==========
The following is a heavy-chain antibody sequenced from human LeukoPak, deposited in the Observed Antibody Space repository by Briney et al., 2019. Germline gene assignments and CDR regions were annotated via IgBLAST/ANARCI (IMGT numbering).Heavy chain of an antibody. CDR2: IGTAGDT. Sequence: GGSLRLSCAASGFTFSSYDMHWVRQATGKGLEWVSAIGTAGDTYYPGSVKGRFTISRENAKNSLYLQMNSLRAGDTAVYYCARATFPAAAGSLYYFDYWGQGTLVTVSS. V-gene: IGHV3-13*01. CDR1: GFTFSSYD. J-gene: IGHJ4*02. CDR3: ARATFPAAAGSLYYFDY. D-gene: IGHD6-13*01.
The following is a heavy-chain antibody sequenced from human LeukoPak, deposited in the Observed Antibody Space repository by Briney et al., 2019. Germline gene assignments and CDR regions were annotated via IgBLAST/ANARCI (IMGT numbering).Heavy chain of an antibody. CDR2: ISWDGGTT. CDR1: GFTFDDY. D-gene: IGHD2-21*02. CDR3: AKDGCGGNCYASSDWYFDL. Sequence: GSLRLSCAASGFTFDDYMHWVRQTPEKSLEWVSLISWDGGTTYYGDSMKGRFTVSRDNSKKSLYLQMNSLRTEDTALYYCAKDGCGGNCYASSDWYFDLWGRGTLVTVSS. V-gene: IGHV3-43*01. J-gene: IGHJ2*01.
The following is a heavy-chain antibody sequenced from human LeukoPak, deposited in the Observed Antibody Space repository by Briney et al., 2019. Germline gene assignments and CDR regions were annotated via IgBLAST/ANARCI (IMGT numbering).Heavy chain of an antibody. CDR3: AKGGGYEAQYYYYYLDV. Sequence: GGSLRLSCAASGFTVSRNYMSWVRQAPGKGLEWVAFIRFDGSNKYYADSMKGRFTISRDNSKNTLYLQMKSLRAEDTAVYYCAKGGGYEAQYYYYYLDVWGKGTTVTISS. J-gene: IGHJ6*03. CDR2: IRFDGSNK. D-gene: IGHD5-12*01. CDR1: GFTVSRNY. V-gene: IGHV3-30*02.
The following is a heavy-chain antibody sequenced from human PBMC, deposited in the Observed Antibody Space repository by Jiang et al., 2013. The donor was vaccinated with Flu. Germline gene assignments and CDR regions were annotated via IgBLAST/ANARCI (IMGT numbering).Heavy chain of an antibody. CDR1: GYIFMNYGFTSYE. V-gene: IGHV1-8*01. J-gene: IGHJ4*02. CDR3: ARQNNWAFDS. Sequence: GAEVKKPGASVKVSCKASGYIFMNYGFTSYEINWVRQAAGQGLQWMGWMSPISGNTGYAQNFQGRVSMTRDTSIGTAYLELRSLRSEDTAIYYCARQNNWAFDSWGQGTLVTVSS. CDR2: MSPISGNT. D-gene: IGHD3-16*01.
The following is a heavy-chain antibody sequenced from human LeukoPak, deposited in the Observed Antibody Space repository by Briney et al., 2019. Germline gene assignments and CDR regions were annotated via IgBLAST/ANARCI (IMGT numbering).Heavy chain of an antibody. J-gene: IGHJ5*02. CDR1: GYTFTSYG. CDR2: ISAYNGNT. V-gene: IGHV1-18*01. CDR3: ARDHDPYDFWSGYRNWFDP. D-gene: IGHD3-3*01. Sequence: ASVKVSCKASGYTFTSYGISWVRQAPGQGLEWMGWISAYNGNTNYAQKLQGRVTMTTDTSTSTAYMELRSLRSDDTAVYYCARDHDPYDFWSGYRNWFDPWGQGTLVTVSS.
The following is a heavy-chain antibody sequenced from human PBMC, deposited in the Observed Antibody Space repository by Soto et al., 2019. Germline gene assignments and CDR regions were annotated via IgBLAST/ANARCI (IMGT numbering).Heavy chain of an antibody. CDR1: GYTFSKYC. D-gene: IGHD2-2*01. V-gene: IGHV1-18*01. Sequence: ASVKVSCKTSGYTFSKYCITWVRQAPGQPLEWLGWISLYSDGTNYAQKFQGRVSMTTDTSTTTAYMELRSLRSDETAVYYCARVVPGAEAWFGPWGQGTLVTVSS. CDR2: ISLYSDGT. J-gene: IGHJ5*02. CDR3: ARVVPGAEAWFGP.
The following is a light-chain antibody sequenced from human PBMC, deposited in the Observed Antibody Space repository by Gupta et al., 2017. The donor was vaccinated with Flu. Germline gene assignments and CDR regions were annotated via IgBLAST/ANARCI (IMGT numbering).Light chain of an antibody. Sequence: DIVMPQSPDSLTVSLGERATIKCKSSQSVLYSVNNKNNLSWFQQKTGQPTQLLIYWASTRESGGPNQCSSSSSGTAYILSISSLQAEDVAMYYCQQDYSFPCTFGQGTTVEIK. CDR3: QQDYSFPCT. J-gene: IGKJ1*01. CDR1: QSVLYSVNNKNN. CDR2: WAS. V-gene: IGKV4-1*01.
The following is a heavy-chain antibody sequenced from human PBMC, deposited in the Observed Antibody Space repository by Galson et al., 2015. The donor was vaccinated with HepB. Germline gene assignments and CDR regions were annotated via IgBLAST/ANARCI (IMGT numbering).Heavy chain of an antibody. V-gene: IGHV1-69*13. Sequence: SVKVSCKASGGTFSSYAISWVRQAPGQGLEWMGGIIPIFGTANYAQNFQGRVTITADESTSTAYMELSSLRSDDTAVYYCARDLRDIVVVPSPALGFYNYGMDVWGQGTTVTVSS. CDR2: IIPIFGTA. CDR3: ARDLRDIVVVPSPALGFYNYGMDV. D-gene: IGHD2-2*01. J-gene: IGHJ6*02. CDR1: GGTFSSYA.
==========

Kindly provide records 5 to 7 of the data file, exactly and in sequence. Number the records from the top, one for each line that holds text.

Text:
The following is a heavy-chain antibody sequenced from human LeukoPak, deposited in the Observed Antibody Space repository by Briney et al., 2019. Germline gene assignments and CDR regions were annotated via IgBLAST/ANARCI (IMGT numbering).Heavy chain of an antibody. J-gene: IGHJ5*02. CDR1: GYTFTSYG. CDR2: ISAYNGNT. V-gene: IGHV1-18*01. CDR3: ARDHDPYDFWSGYRNWFDP. D-gene: IGHD3-3*01. Sequence: ASVKVSCKASGYTFTSYGISWVRQAPGQGLEWMGWISAYNGNTNYAQKLQGRVTMTTDTSTSTAYMELRSLRSDDTAVYYCARDHDPYDFWSGYRNWFDPWGQGTLVTVSS.
The following is a heavy-chain antibody sequenced from human PBMC, deposited in the Observed Antibody Space repository by Soto et al., 2019. Germline gene assignments and CDR regions were annotated via IgBLAST/ANARCI (IMGT numbering).Heavy chain of an antibody. CDR1: GYTFSKYC. D-gene: IGHD2-2*01. V-gene: IGHV1-18*01. Sequence: ASVKVSCKTSGYTFSKYCITWVRQAPGQPLEWLGWISLYSDGTNYAQKFQGRVSMTTDTSTTTAYMELRSLRSDETAVYYCARVVPGAEAWFGPWGQGTLVTVSS. CDR2: ISLYSDGT. J-gene: IGHJ5*02. CDR3: ARVVPGAEAWFGP.
The following is a light-chain antibody sequenced from human PBMC, deposited in the Observed Antibody Space repository by Gupta et al., 2017. The donor was vaccinated with Flu. Germline gene assignments and CDR regions were annotated via IgBLAST/ANARCI (IMGT numbering).Light chain of an antibody. Sequence: DIVMPQSPDSLTVSLGERATIKCKSSQSVLYSVNNKNNLSWFQQKTGQPTQLLIYWASTRESGGPNQCSSSSSGTAYILSISSLQAEDVAMYYCQQDYSFPCTFGQGTTVEIK. CDR3: QQDYSFPCT. J-gene: IGKJ1*01. CDR1: QSVLYSVNNKNN. CDR2: WAS. V-gene: IGKV4-1*01.